|'Pixar's tightness of design and accuracy of execution beat most live-action offerings hands down'|
Like an old friend who you haven't seen for several years but who you remain entirely comfortable with, Toy Story 3 doesn't waste time on introductions or meaningless pleasantries. Instead, it sits you down, offers to pay for your first drink and resumes the conversation you started eleven years ago.
The immediacy with which the film expects you to fall back in love with Woody (Tom Hanks), Buzz (Tim Allen) and the rest of the characters is endearing rather than arrogant and the fact that we're thrown back into their lives with so little wasted exposition and re-explaining of all that went before speaks volumes of the grip Pixar people like John Lasseter (writer) and Lee Unkrich (director) have over their creations. There's a story for them to tell here - this isn't a meaningless sequel just to round off the trilogy - and their tightness of design and accuracy of execution beat most live-action offerings hands down.
The Pixar collective's understanding of their audience has always been remarkable. With Wall.E (still their best film) they understood the power of a dialogue-less narrative and recognised that an intelligent audience didn't need everything explaining to understand and enjoy. With Toy Story 3, Lasseter et al understand that their audience has grown up with these characters and is likely witnessing their final hurrah. And boy, do they leverage this. No moment is wasted to pull the heart strings or reference how the changing of age can effect viewpoints and understanding. It's clever and self-referential but it can also be layered a bit thick and only a handful those moments truly leave you reaching for a tissue.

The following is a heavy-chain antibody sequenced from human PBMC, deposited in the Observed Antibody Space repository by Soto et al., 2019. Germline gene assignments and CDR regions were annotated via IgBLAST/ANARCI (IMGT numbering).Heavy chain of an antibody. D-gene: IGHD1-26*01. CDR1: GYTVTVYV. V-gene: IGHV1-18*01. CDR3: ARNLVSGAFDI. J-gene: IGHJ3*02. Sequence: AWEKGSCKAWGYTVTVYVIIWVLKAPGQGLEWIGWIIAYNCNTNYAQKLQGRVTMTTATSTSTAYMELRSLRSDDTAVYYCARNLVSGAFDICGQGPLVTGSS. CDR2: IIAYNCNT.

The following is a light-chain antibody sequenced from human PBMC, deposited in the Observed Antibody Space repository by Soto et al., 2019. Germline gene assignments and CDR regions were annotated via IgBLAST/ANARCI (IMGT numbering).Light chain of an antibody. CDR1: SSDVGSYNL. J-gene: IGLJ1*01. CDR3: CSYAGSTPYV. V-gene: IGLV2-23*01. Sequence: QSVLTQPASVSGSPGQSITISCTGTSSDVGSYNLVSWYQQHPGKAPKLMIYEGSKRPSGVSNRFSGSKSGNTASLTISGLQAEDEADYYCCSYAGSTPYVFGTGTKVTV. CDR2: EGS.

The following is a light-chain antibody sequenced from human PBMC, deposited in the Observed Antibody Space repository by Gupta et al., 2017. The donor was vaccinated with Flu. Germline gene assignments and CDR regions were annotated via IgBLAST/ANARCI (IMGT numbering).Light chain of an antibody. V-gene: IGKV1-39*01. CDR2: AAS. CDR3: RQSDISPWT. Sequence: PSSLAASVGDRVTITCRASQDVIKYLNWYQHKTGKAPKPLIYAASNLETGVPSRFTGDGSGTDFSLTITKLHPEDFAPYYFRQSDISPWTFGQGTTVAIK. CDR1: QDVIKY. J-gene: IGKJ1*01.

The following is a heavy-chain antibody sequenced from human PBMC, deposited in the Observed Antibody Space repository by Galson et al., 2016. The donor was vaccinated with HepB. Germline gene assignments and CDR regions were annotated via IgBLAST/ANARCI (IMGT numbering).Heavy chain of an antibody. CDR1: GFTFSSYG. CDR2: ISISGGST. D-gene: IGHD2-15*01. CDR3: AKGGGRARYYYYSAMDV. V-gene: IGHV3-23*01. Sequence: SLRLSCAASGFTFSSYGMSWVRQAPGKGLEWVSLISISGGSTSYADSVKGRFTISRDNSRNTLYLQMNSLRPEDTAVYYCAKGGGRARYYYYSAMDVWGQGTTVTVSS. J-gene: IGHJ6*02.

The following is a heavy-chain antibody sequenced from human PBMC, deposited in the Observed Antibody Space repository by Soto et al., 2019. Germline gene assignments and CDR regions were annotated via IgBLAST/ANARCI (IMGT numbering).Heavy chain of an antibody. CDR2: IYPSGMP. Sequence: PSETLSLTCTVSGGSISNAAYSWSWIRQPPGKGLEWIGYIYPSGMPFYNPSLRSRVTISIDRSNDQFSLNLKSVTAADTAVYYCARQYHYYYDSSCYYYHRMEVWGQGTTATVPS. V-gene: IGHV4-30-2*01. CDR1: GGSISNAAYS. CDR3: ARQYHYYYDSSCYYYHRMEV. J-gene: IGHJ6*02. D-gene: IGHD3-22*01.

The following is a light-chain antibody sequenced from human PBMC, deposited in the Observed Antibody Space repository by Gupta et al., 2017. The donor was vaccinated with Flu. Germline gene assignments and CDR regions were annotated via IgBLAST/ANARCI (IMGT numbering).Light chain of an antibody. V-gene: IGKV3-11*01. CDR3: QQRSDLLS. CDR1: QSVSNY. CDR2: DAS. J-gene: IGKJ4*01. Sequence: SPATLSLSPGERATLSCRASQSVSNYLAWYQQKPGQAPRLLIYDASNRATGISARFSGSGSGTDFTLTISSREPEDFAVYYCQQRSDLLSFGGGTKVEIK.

Regardless of their attempts to make you teary, Pixar know you want a good story as well and the narrative, which focuses on what will happen to the toys when Andy goes to college, provides plenty of opportunity for the simple escape-plan pleasures that have been so enjoyable in both previous entries. There's no real divergence from the simple structure of putting a toy (or toys) somewhere where they don't want to be and watching the rest of the toys try to break them out but there doesn't need to be: the characters are so beautifully realised that every moment -from Woody's recognisably flailing run to new character Lotso (Ned Beatty) leaning on his walking stick - is a joy to watch, regardless of whether we've kind of seen it before or not.
At over one-hundred minutes, the film is perhaps a bit longer than it needs to be but it still rattles by at a pace perfectly judged and set by Unkrich in the first reel. In comparative terms, Toy Story 3 is just above its predecessor and just below the first entry. As a collective, they're about as close to a perfect trilogy as you're ever likely to see.
'If you don’t shed a tear or two at the ending to one of the best film trilogies of all time, I’m not sure I want to play with you any more' - Rival Robot, 5/5